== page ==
Mr. Redfield was kept perfectly calm and sweet amid it all. When the lawyer was through speaking, Mr. Redfield asked him to state what had been preached that was contrary to the Bible and the Discipline. He sharply retorted: It’s all true enough, but we won’t stand it here anyway.” Mr. Redfield was obliged to cease his labors there and go elsewhere.
The Niagara Street Methodist church was then heavily in debt. Mr. Roberts offered to become responsible for lifting the indebtedness, if the trustees would make the seats free. His proposal was not accepted. The church was afterward sold for its indebtedness. It has since been used as a Jewish synagogue, until, within the last year, when it was purchased by the Free Masons for the purpose of erecting a Masonic temple on its site.
During this time Mr. Redfield wrote the following letter:
“Buffalo, N. Y., January 4,1853.
Dear Bro. Hicks and Company — I received your letter before I left Bath, which was last Friday. Since I last wrote you we have had hard battles, and some triumphant victories. Oh! how my heart ached when I learned how God’s house of prayer has been turned into a den of thieves. But what can be done? I don’t know! I don’t know! May God help you to hold on a little while longer. There’s a crown for you; hold on! hold on!! Hold on! !! Oh, how I want to see you! All your struggles and contests and toils make you all dear to me; and I know you are dear to him, “who endured such contradiction of sinners against himself.” Think, dearly beloved, when you are writhing under persecution, God’s word hath said, “He that toucheth you, toucheth the apple of his eye.” Jesus has also said, “If they have persecuted me they will also persecute you.” And, again, “It were better that a millstone were hanged about his [your enemy’s] neck, and he cast into the depths of the sea than that he should offend one of these little ones which believe in me.” Fight on, fight ever! Live on, and live forever. Amen! Hallelujah! Glory to God!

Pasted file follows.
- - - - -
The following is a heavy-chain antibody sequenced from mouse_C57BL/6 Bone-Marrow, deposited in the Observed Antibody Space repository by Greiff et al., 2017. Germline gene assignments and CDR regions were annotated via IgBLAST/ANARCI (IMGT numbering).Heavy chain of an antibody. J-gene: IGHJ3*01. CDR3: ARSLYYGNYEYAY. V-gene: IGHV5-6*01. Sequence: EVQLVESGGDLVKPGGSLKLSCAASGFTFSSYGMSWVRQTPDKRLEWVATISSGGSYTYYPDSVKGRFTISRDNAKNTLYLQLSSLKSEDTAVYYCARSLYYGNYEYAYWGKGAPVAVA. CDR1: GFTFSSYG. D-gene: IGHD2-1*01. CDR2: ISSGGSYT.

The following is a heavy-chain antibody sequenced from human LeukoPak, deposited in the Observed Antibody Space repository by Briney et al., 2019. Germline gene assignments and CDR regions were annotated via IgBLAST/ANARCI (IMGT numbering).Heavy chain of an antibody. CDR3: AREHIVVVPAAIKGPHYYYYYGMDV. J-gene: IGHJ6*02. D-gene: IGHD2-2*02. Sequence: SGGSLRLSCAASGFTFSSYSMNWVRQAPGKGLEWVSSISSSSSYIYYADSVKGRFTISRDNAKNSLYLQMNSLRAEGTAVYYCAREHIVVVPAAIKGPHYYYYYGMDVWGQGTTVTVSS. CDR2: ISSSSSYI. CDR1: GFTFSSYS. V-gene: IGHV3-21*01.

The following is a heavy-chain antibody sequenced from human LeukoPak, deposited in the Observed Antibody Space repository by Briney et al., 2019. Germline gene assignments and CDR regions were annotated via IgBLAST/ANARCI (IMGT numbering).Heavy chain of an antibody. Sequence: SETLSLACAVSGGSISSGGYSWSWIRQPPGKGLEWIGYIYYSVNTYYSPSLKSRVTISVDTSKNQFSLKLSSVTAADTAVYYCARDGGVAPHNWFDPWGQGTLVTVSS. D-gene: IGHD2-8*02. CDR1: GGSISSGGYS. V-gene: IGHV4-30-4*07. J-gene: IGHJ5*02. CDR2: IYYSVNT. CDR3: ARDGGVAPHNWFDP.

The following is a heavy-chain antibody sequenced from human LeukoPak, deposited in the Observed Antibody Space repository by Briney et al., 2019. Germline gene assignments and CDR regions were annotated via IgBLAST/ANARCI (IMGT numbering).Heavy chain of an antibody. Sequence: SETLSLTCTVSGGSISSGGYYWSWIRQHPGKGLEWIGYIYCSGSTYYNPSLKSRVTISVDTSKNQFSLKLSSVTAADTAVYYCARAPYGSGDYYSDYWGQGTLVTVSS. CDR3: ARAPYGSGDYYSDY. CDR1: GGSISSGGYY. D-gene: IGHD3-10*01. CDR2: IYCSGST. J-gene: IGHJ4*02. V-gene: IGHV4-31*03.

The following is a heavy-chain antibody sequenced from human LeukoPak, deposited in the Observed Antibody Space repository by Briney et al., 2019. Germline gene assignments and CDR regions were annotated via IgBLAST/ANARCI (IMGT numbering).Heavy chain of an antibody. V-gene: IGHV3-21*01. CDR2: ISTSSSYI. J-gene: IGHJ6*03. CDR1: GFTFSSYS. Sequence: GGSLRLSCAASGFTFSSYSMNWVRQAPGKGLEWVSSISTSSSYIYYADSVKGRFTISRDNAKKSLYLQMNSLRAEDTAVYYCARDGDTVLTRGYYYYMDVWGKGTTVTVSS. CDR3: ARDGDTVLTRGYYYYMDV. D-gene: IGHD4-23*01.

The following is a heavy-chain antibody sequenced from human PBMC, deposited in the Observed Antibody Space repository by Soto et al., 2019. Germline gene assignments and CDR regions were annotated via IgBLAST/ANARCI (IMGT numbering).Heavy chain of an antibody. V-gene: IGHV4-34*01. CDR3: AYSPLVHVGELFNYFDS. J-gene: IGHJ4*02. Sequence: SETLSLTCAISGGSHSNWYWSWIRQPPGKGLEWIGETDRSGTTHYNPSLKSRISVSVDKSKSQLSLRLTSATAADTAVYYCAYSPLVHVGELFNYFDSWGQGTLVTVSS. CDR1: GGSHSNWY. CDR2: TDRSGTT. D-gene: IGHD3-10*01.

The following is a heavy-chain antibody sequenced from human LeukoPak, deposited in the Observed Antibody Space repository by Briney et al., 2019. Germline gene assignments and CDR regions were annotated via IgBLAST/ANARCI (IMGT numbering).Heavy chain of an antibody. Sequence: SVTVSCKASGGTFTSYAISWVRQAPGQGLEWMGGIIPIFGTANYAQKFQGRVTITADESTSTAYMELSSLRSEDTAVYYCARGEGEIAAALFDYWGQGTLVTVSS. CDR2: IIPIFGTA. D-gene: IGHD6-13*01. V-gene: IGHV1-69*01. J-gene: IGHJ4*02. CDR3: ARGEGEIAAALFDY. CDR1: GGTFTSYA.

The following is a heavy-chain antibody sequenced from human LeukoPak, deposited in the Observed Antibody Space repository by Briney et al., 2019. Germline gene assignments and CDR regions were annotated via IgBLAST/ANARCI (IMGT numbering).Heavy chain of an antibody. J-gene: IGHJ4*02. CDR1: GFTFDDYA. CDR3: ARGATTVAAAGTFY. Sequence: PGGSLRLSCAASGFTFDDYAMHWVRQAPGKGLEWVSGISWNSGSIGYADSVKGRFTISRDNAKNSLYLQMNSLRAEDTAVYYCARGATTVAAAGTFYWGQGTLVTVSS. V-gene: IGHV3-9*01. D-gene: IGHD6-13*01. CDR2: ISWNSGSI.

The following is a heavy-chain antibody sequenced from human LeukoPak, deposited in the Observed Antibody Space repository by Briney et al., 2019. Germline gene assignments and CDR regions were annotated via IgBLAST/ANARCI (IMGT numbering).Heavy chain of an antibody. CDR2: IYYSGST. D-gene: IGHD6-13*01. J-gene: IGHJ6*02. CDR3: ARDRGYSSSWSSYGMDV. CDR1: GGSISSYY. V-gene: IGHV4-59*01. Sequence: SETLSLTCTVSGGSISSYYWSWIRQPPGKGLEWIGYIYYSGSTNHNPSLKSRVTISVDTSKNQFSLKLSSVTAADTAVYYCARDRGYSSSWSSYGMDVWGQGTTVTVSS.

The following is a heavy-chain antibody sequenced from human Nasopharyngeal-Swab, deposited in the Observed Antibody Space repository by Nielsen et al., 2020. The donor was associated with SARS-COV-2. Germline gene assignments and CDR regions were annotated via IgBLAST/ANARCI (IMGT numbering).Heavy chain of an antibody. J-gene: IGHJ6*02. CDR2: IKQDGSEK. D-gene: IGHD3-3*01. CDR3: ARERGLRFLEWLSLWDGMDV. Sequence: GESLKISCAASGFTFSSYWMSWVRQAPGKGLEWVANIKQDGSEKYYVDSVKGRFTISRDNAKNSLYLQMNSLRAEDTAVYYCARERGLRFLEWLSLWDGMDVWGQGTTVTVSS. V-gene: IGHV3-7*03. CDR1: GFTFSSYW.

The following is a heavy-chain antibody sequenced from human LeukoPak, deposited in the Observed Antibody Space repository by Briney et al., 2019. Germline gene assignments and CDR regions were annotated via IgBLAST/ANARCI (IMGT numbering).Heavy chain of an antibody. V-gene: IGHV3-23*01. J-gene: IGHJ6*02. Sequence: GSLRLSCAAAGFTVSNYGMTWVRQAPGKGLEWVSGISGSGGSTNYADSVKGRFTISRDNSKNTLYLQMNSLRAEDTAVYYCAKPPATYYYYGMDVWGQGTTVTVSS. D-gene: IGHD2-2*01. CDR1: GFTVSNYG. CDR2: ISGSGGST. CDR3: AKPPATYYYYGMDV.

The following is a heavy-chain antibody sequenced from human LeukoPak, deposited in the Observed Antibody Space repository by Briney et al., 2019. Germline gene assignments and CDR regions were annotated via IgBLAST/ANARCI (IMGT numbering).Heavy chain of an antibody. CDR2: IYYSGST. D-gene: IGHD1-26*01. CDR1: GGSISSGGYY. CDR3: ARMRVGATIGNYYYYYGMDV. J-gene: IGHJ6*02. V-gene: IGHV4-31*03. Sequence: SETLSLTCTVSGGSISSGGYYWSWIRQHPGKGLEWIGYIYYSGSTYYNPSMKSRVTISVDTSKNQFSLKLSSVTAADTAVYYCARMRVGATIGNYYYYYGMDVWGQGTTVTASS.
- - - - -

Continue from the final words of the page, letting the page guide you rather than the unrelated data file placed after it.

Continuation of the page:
“I want to hear from Mother A_____, particularly. I meant to have written her before this time, but do not remember her given name. Give my love to Sister A_____, and Brother and Sister B_____, and especially Brother S_____; in fact, all who love the Lord Jesus.
“Brother W_____ is here, running the old line straight for God. I wish he could be preacher of the Brick church for two years. But it is useless to hope; the powers and members are all on the side of the opposition. It will not always be so. Jesus will by-and-by come and straighten all these matters. O my God, my heart feels almost ready to burst with anguish when I look at the desolations! What can I do? I don’t know. What I mean to do, I know. I mean, unless I backslide, to throw myself into the hottest battles. They may ride over me, fight me, spit on me; but in the name of God, when I see them stabbing at Jesus, they shall sheathe their swords in me first, if I can get between them and him. If I cannot conquer for Jesus, I can die for him I have tried to make a bulwark of my reputation, and of all I hold clear on earth. Let them batter me, I’ll go singing, “I’ll stand the storm, it won’t be long.” But how much I need of salvation’s power, of humility, meekness, gentleness, goodness.
“It encourages me as I go from place to place to think of the precious few who are holding on. Yet when I see some coming out into the light and shining with the blessing of perfect love, I ask: Who knows what their next preacher will do? Likely enough he will try to undo the whole work. But I think of the little band at Syracuse and other places, and I am again encouraged to hold on, and I sing again, “I’ll stand the storm.”